Sometimes it’s the little details that clarify the big picture. At Hope Projects we’ve just housed a homeless and destitute woman. She was pregnant. It wasn’t a mistake that she was homeless and destitute.
There’s a human instinct to treat pregnant women carefully. The mother-to-be is vulnerable. Her unborn child is exceptionally vulnerable. Lets stand up on buses so she can have a seat, or at least tut at others who don’t. It would take a heart of stone to do otherwise.
Even the Home office recognise this. Up to a point.
While refused asylum seekers are not entitled to any housing, financial support or right to work (see pretty much every previous blogpost…) Obviously, different rules apply to pregnant women. I mean, you can’t just literally throw a pregnant woman out on the street in a frightening, foriegn country to starve, can you? So the Home Office have a special concession. They will offer housing and £35.39 per week plus an extra £3 per week for, you know, those little treats. If you’re within 6 weeks of your due date.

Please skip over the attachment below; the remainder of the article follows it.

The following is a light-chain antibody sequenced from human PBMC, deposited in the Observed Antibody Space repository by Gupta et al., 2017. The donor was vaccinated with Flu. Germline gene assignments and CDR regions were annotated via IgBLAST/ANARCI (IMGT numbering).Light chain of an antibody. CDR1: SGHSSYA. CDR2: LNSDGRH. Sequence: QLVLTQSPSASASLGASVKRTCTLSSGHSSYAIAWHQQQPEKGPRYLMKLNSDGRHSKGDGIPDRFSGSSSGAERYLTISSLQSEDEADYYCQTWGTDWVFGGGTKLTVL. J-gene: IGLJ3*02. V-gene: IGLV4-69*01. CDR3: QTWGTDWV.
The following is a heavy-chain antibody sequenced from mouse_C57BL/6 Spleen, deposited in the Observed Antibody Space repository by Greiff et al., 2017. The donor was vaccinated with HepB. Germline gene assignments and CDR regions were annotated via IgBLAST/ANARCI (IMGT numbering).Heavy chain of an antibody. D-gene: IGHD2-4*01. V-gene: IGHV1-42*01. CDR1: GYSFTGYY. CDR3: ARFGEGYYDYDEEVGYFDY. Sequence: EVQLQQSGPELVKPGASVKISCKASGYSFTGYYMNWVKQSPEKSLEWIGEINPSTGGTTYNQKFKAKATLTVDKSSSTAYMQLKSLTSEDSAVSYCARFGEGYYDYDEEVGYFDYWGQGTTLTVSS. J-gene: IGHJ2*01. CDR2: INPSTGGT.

There must have been a committee that discussed and decided this. I picture bitter arguments between the hardliners arguing for no support or housing for pregnant women and the crazy radicals arguing that, while its obviously OK for a pregnant woman to be street homeless and destitute, say, 10 weeks prior to her due date, at 9 weeks, we should offer her a bed, and some food. In the end they split the difference at 6.
So we have decided that its OK for a pregnant woman to be sleeping on the streets, begging for food or working illegally, being at risk of sexual exploitation 7 weeks before she is due to give birth. Its fine. At 6 weeks we’ll maybe do something. It’s the little details…
I could talk at length about the reasons why refused asylum seekers may not choose to go home. I do in previous blogs and will in subsequent ones. At this point, I really don’t care. If you’re arguing fine points of immigration law and policy while a heavily pregnant woman is finding a suitable shop doorway to doss down in, or a plausible looking stranger to take her in then you have lost your moral compass. You really have.